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USDC Weighs in on Tortious InterferencePrint PDF
True love had unintended consequences, resulting in the case of Stradtman v. Republic Services, which remains pending in the United States District Court for the Eastern District of Virginia.
Shortly after Stephen Stradtman was named CEO of Otto Industries North America (“Otto”) the company’s business began to expand. This boom in Otto’s business seemed directly attributable to Otto’s relationship with Republic Services, Inc., a waste management business and major purchaser of the plastic containers manufactured by Otto.
All of that changed beginning in June of 2011, when Stradtman became engaged to Jennifer Taylor, Republic’s Director of Municipal Sales in the East Region. In September of 2011, Taylor filed an EEOC claim against Republic, alleging sexual harassment, gender discrimination and retaliation. Almost immediately, the business relationship between Otto and Republic began to sour. According to the allegations contained in the lawsuit, Stradtman found himself disinvited from Republic marketing events and business that would have gone to Otto was instead redirected to its competitors. Stradtman pegged the value of the redirected business at about $5,000,000. The pattern persisted and believing himself to be in an “untenable position” as a result of his impending marriage to a litigation adversary of Republic, Stradtman resigned as CEO in May of 2012. Sixty days later, Republic resumed regular business with Otto.
In December of 2013, Stradtman filed suit against Republic and Ronald Krall, its senior vice president for the East Region, seeking damages for tortious interference with contractual relationships and business expectancies, common law conspiracy and negligent retention of employees. Republic and Krall moved to dismiss.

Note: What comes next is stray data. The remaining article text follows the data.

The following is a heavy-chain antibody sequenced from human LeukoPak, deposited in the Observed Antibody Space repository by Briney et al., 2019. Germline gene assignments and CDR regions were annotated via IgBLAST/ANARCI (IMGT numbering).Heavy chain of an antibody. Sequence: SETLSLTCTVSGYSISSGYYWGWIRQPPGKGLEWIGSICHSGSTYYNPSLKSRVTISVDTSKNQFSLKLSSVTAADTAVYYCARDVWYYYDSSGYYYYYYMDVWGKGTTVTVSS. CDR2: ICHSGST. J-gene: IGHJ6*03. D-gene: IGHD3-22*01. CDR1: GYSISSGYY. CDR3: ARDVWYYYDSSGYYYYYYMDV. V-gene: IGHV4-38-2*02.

On November 25, 2014, Judge James C. Cacheris issued his ruling on the motion to dismiss, dismissing the conspiracy and negligent retention counts and allowing the case to go forward on the tortious interference count alone.
To survive a motion to dismiss, a plaintiff in federal court must only show that the complaint contains sufficient factual allegations which, if accepted as true, state a claim for relief that is plausible on its face. In combination with the court’s “preference for resolving cases on their merits”, this is a low bar in theory.
In order to sustain a claim for tortious interference with a business expectancy, the plaintiff must allege a valid contractual relationship or expectancy; knowledge of the relationship by the interfering party; intentional interference inducing or causing the breach; and resulting damages. Additionally, if the relationship can be terminated by either party at any time, the proponent must also allege and show “improper methods.”
Republic argued (among other things) that Stradtman’s voluntary resignation constituted a bar to his claim for tortious interference. How could he claim that interfered with the relationship if he quit? However the court agreed with Stradtman’s contention that he had pled “constructive discharged” by alleging that Republic’s actions left him with “no practical choice other than quitting.” The court also agreed that he had sufficiently alleged improper methods when he claimed Krall and Republic engaged in acts of retaliation because of his romantic relationship with Taylor.
The court relied on the well-established doctrine of intracorporate immunity in deciding to dismiss the conspiracy claim: a civil conspiracy requires two or more co-conspirators and a party cannot conspire with itself. For the purpose of this analysis, the agents of a corporation are identical to the corporation, so that Krall, the agent of Republic, cannot be said to have conspired with his employer.
Negligent retention of an employee requires proof of an “unreasonable risk of significant physical harm.” Since the allegation was only that defendants injured Stradtman in his “business profession and reputation,” the allegation did not fit within the tort.
While the Stradtman case remains active in the trial court, Ms. Taylor’s claim against Republic ended with a judgment in her favor and a substantial nest egg for the newlyweds.
James Irving is a shareholder focusing his practice in business law. He can be reached at email@example.com.